Isa Houwink is a GP in Maastricht where she began practicing in 2008. She is also Assistant Professor in Pharmacogenetics in Primary Care at the Leiden University Medical Centre where she teaches GPs to incorporate pharmacogenetics and genetics into their daily practice.

Here, she speaks to PMF Editor Mark Glover about genetic education for family doctors and how it should not be perceived as something special or different.

How are GPs currently using pharmacogenetic information in their practice?

Just this morning, I was teaching some GP trainers here in Leiden about using genetics and pharmacogenetics in their practice, many were saying that they are already applying genetics into their data care, however when we actually looked into how often they implement it into their daily practice it wasn’t that often at all. They are, very interested in pharmacogenetic profiles, as they are profiles that they can really use but taking and drawing information from a family history is something they think they were doing but actually they were not when we and others looked into this previously.

How should precision medicine be viewed by GPs?

When I started my PHD in 2009 I looked into genetic education needs including the use of family history information and other applications of pharmacogenetics in daily primary care. I don’t think doing this should be seen as something that is special or different. It’s very normal, it might be a new term but it should become a normal thing for us to implement.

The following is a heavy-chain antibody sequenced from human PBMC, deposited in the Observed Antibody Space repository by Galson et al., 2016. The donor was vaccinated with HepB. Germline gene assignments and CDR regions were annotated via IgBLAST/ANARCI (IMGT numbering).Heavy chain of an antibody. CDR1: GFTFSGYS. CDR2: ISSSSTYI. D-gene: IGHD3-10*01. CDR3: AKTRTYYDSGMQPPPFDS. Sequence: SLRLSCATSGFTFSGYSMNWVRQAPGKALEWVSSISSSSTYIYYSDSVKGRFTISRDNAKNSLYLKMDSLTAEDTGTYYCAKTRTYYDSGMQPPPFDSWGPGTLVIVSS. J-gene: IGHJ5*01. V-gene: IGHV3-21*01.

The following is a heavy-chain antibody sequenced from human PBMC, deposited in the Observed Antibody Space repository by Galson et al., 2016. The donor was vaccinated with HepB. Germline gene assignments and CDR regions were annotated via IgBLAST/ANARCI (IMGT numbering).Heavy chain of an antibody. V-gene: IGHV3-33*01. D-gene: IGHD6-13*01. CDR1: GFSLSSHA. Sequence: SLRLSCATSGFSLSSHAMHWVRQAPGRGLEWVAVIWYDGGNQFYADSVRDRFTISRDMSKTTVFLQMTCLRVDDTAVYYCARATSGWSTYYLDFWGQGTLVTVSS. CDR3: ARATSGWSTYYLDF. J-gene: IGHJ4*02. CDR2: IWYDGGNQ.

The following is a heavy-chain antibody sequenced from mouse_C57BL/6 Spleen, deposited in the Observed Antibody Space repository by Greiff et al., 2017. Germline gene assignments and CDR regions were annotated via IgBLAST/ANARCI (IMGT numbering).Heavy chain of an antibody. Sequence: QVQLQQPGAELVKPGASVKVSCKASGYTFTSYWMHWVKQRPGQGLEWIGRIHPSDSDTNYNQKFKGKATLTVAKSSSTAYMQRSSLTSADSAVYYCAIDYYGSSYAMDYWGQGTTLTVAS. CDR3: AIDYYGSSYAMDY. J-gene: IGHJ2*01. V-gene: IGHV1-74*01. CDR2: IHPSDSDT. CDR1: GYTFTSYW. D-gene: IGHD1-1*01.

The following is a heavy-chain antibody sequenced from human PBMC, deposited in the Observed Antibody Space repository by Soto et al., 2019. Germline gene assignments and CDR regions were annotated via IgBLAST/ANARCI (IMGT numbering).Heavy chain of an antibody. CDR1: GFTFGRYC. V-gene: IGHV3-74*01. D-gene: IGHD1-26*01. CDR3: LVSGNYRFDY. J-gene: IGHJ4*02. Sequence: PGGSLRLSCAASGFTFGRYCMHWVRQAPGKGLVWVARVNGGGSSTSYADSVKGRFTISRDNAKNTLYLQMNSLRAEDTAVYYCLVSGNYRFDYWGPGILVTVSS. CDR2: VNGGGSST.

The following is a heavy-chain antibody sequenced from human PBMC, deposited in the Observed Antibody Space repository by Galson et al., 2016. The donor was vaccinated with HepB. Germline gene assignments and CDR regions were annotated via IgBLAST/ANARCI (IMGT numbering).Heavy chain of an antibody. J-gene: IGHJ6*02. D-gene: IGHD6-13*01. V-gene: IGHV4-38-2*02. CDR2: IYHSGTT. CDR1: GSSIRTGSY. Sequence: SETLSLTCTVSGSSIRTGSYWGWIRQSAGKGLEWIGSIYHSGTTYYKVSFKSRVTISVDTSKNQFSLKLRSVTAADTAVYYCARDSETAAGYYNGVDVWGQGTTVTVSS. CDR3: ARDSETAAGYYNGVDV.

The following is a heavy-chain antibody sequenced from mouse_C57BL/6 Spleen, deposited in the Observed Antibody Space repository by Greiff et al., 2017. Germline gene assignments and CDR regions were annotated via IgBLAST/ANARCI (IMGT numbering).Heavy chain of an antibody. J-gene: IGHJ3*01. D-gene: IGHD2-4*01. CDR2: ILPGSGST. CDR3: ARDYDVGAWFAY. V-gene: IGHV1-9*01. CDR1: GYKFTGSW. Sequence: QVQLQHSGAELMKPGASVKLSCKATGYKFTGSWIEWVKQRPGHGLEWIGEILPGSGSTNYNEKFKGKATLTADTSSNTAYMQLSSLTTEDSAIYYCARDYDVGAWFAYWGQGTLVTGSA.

As family practitioners we actually see healthy people who have to deal with risk factors such as genetics and pharmacogenetics risk factors and environmental factors. It should just be another thing to deal with, another risk factor to take into account just like smoking or age or high cholesterol. I like to compare it to another piece of the puzzle.

When I educate GPs about precision medicine I try to explain that prevention is better than cure. Especially in primary care, where we prevent diseases and we keep people healthy as much and as long as possible. Using genetics and pharmacogenetics to do this is another step we should be doing. So, it’s not so much about primary prevention, it’s more about secondary prevention where you have to take into account previously mentioned risk factors. When you look at a patient who is in front of you, it’s not about applying the guidelines that we use for the whole practice population, but applying the guidelines to the individual who is in front of you.

What inspires you?

Of course, it is helping people, but really when I started my research in the United States, more than 20 years ago now, I looked into small mistakes in a gene that causes the rare disease Rett Syndrome. Very small mistakes in that gene can cause such terrible neurological problems, not just for the patient themselves but also for their families. As family doctors, it’s really about being there and being as supportive as possible also when it comes to (pharmaco)genetics. This is what inspires me.

Isa Houwink will be speaking at the Benelux Precision Medicine Forum in Utrecht which takes place from 12 to 13 June. You can register for the event here.

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